Follow the talisman of Mahatma Gandhi to reduce inequality

Jacob Peenikparambil – Article: "I will give you a talisman. Whenever you are in doubt, or when the self becomes too much with you, apply the following test. Recall the face of the poorest and the weakest man [woman] whom you may have seen, and ask yourself, if the step you contemplate is going to be of any use to him [her]”. These words of Gandhiji are mainly meant for those who are governing our country.

A nation is mainly its people.  Bharat Mata is the people of India; when the 139 core people of India become strong by developing their human resources India becomes strong. Investing more in education and health care sectors by the government is the best means for reducing inequalities and make the nation strong.

The latest National Sample Survey (NSS) shows that the top 10% of Indians possess more than 50% of the financial and physical assets. The survey has found the highest inequality in national capital Delhi, where the top 10% richest people owned 80.8% of the assets and the bottom 50% had just 2.1%. The second highest inequality is found in Punjab where the top 10% of population owns 60% of assets whereas the lowest 10% possess only 5% of assets.

Covid 19 has badly hit the education of rural children. According to the report, out of school children doubled, especially among the poor. Only 4% of rural households had a computer and less than 15% households had an internet connection. The digital mode of delivering education excluded a large majority of rural children from education.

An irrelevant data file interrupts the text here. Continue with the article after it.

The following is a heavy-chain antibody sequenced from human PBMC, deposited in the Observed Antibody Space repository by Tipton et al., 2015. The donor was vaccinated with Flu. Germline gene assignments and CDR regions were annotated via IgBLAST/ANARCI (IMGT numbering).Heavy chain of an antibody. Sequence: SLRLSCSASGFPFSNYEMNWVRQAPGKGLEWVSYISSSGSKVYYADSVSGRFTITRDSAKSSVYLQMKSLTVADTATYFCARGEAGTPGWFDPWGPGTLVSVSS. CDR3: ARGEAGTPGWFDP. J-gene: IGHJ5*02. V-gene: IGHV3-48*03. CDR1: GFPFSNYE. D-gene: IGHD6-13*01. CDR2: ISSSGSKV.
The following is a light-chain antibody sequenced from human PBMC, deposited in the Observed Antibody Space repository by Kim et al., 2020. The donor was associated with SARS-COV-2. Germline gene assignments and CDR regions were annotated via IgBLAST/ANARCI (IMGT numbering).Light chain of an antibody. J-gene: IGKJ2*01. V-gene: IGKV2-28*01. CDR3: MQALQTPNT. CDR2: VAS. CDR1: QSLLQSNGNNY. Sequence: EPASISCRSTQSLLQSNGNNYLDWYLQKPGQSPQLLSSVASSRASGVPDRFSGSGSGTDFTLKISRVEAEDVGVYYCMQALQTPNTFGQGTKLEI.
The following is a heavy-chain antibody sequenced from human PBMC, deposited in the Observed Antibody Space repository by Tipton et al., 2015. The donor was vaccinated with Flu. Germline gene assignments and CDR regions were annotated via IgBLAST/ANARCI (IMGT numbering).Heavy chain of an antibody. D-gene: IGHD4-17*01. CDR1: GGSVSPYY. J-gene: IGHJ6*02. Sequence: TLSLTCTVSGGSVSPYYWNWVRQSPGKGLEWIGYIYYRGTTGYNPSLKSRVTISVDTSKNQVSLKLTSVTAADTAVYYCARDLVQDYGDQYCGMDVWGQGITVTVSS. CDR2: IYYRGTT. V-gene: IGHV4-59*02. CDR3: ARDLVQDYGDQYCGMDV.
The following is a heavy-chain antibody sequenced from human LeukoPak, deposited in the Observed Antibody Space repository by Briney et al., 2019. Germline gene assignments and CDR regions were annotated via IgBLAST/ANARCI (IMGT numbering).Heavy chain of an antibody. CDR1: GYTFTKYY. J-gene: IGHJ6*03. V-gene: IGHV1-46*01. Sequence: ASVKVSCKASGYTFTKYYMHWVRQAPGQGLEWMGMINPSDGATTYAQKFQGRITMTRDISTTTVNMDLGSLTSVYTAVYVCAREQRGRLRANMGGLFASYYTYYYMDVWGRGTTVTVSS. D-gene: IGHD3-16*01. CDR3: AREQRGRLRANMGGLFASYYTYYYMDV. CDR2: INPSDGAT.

One of the core principles of the Indian constitution is EQUALITY. The constitution has promised equal rights and opportunities to all citizens. After 75 years of Independence all children in India do not have equal opportunity for good quality education. India has a dual system of education. The rich and the middle class, who have the means to pay, get good quality education whereas the poor are to be satisfied with poor quality education provided through the government schools and poor quality private schools.

Because of the dual system of education a large majority of poor children drop out either before they complete education up to class X or XII and they join the daily wage labour force. By making use of the facilities provided by the government some of the poor may get into higher education. But many of them do not have the required skills and knowledge either to get a good job or to start one’s own business. As per the India Skills Report (ISR) released on February 19, 2021, less than half of the Indian graduates (45.9%) are employable.

In order to bring about substantial change in the standard of living of the poor people, the government has to invest more on education and health care. Instead of privatizing health and education sectors, the government has to increase budgetary allocation for these two sectors. Every National Education Policy since 1968 had recommended allocation of 6% of GDP for the education sector. Still, India spent only 3.1% on education in 2019-20.  With regard to health care, India is among the countries having the lowest public healthcare budget in the world with a share of 1.26% of the total GDP.

Treating people of India only as beneficiaries (labhanvit) is fundamentally a wrong approach. In a democracy, people are the masters. If the rulers of India follow the talisman of Gandhi while formulating policies, and focus on the last and the least, inequalities in India will be reduced.

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